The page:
Heather McCarthy, Alicia Grossi and Shayna Worthington came in together and they are preparing to graduate together.
The Vancouver Island University Mariners trio is entering their fifth and final year of Pacific Western Athletic Association of women's basketball play. They made up the core of head coach Bill McWhinnie's first full recruiting class, and they provided the foundation for last year's provincial championship.
Now they are two weeks away from starting their final season in Mariners' double-blue.
"It's been about a lot more than basketball, we've grown as a family," said Grossi. "Coming in as rookies you're super intimidated, but now were starting, the three of us, and it shows the progression we've made."
Coming up together cemented what will be a long-lasting friendship between the three, which included all of them being in the same Bachelor of Arts with a Phys ed major program. However, their basketball careers have all been very different.
McCarthy, 22, came to VIU after starring with the Dover Bay Dolphins, but her progression to the starting lineup has been a slow one for the five-foot-eight guard.
She spent most of her first two years stapled to the bench in a developmental role. In year three she started to work her way in as a reserve. Last year she was thrust into a much bigger role as the M's were hit with a deluge of injuries.
She took full advantage of her opportunity, averaging 9.29 points per game, 4.54 rebounds and 2.71 assists. In the playoffs she was even better, averaging 15.5 points in the PacWest championships, including 19 in their 65-55 win over the Capilano Blues in the final.
At the Canadian Colleges Athletic Association championships, she was a little up and down, but score 18 in their 68-55 quarterfinal win over Fanshawe College. "My role has evolved a lot since I was a first year. I didn't really know what to expect coming in and I didn't play a lot in the first couple of years," said McCarthy. "But I put in the work and I think this year I am more of a leader on the team. I know that's my role and I work hard to be a leader on and off the court."
Grossi, 22, has also had to battle for her floor time with the Mariners. Her first couple of seasons, she was stuck behind one of the top forwards in the conference. Last year the six-foot-five started to establish herself in a more consistent role with the club - averaging four points and 3.71 rebounds - and enters this season as the likely starter at centre.
"Confidence has a lot more to do with it," said the Vancouver product out of Point Grey Secondary. "Coming n my first year I was super intimidated, I was going up against Brittany Knievel who was one of the strongest post players at VIU and I think playing against her I've grown as a post player and I've fed through her and hope to play like her now."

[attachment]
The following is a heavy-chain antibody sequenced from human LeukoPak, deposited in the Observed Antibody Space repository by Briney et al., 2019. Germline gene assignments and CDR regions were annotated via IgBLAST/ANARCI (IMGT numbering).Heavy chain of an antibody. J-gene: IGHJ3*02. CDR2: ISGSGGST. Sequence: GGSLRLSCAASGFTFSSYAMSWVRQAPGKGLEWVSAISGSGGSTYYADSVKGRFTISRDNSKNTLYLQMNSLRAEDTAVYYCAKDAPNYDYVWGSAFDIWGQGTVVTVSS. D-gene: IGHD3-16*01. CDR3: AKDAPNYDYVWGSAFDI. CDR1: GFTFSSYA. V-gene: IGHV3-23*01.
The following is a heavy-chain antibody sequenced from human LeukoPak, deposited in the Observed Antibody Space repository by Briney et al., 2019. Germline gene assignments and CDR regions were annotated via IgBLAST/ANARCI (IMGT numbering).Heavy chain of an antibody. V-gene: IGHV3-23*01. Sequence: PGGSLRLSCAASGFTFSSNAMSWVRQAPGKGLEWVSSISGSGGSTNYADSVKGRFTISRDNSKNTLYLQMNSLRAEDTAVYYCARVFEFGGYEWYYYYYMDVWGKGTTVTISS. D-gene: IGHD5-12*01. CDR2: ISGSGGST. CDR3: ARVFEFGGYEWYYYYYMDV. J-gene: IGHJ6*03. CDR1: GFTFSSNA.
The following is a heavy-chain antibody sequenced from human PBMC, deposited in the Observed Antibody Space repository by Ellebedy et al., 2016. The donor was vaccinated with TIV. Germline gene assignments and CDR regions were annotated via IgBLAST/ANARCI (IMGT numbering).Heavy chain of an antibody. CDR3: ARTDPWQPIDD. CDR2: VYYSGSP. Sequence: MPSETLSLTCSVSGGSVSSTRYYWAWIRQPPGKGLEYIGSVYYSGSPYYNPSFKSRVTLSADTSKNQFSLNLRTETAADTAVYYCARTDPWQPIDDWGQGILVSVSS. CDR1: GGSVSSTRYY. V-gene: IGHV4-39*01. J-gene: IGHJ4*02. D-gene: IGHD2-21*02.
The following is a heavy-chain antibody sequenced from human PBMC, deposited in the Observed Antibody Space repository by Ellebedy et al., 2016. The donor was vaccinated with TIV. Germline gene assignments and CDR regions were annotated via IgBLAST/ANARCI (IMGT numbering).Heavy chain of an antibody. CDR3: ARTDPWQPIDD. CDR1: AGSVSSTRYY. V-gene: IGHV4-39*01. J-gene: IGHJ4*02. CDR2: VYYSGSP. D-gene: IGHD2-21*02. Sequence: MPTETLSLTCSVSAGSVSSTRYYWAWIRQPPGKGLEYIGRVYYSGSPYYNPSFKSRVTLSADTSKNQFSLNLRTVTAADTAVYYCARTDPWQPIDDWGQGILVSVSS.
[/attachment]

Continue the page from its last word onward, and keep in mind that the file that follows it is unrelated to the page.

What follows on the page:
Worthington, 22, has had the biggest impact on the floor since coming in four seasons ago.
She was one of the top recruits on the Island that year out of Claremont Secondary School in Victoria and has backed up her hype on the floor ever since.
As an 18-year-old freshman, she averaged 10.78 points per game and 7.83 assists, numbers she repeated as a sophomore at 10.22 points and 7.28 assists. Her third year, however, she took the jump to PacWest first team all-star as she averaged 16.13 points, 9.13 rebounds and 1.5 assists.
Her numbers dipped a little last season to 13.05 points, 6.48 rebounds and 1.52 assists, but she was at her best down the stretch as the Mariners hit their stride. For her efforts she was named an all-Canadian.
When she's on her game in the low post, the six-foot-one forward is almost unstoppable.
But she has not taken her foot off the gas pedal. If anything, winning provincials and finishing fifth at nationals has made her hungrier.
"I think everyone put in a lot more work than normal," said Worthington.
"I think they kicked up their routines in the summer and wanted to get better after you see such results when you put in the hard work" said Worthington.
It has been an up-and-down four years for the group. They have experienced heartbreak with upsets at the PacWest championships, and then the extreme high of shocking the province with their second half run last year.
"It was amazing, it put into perspective why I play, for moments like that," said Worthington. "It's something I will cherish forever and I think it's very lucky if you ever get to feel that feeling."
The importance of the three fifth-year Mariners is not lost on McWhinnie, who has continued to build on his veteran group, that also includes veterans like Erin Vekic and Jocelyn Jones, who is one of the top players in the country.
The past few years he has managed to bring in a number of other local players who may take their place starting next year, like Mariah Van Sickle and Taeler Keir out of Wellington Secondary School this year and Megan Cawthorne from Cedar Secondary School last summer.
"They're outstanding students as well," said McWhinnie, of his three fifth-year Mariners. "They're good role models for younger kids coming in and their families are very supportive of the program and the kids themselves, which has allowed them to do what they've done for the last four years."
The Mariners continue their pre-season this weekend with a tournament at Camosun College in Victoria. They open their PacWest schedule on Nov. 2 at Camosun.
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